Understanding Direct Revenue, Aggregate Revenue and Revenue Generated Through Word-of-Mouth

There are real problems with some of the assumptions made in many current ROI models. Consider a typical scenario in which a professional services business decides to hold a seminar for the purpose of attracting new clients or customers. For this example, let us say that the total expense for all aspects of the seminar comes to $15,000.

Unfortunately, much to the business’ chagrin, “only” 20 people show up of which three become actual clients. Client A generates revenue of $2,500, Client B’s revenue is $4,000 and Client C represents $3,500 of new revenue. Hence, the total revenue generated by the seminar is $10,000. Utilizing the standard ROI formula {(Revenue – Expense)/Expense}, we would state that the ROI for this effort is negative 50%. If this organization is like many, the result of this effort is then reported to management who determine that the seminar was a “failure,” because the revenue generated did not cover the investment costs.

But would this be correct?

The truth is that we don’t know. And we don’t know because we cannot yet fully realize what the impact of obtaining clients A, B and C really is.

For example, we all understand the role that word-of-mouth plays in the building a service business. So if even one of the clients (Client C) refers another client (D) to the firm, additional revenue is realized. If Client D generates an additional $15,000 in new revenue, the seminar’s ROI is now a positive 67%! What’s more, what originally amounted to just $10,000 in new revenue is now $25,000. Had Client C not attended the seminar, Client D would have never entered the fold. Taken even a step further, it’s certainly within the realm of possibility that Client D now refers yet another new client.. That revenue must, in some way also be credited to the investment the business made in the seminar.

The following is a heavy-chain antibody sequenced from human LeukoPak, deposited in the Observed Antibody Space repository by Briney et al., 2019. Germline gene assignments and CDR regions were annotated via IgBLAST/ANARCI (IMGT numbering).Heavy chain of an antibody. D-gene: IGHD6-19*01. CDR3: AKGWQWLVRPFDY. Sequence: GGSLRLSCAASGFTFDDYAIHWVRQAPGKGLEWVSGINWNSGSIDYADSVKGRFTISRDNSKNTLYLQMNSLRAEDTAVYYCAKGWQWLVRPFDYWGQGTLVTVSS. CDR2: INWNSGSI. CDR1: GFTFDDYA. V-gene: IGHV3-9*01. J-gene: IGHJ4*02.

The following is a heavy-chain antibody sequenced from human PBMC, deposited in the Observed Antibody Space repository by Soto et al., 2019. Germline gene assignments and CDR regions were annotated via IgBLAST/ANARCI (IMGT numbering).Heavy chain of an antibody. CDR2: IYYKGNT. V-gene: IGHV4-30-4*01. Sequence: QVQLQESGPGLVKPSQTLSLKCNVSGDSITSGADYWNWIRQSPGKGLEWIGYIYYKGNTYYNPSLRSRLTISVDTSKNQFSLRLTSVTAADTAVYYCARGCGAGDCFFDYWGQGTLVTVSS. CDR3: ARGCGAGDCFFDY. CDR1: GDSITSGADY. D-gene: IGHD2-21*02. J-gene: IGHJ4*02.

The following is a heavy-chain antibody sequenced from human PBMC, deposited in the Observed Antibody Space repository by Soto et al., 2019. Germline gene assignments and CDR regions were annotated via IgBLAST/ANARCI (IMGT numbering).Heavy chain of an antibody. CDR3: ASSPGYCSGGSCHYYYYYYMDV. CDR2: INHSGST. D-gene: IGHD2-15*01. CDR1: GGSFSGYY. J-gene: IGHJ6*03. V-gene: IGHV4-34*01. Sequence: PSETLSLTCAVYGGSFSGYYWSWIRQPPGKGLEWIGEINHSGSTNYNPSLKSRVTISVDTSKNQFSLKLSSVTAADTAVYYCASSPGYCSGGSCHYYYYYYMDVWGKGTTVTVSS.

Most ROI models and calculations take none of this into account. This is because they are only measuring the direct return on the marketing investment – that revenue that can be directly attributed to the seminar. What they fail to measure is the word-of-mouth revenue that was also generated as a result of the seminar. Over time, this revenue may actually far exceed that which was garnered directly.

The fact that there are two types of revenue (Direct and Word-of-Mouth) leads to a third – Aggregate Revenue or the total of both direct and word-of-mouth revenue. This is the full result of the marketing effort and reflects both the effectiveness of the original marketing initiative as well as the perceived quality of the work performed.

These are powerful metrics that offer enormous insight into how each service entity might improve the ways in which it goes about business generation at the organization, department/practice group and even individual levels.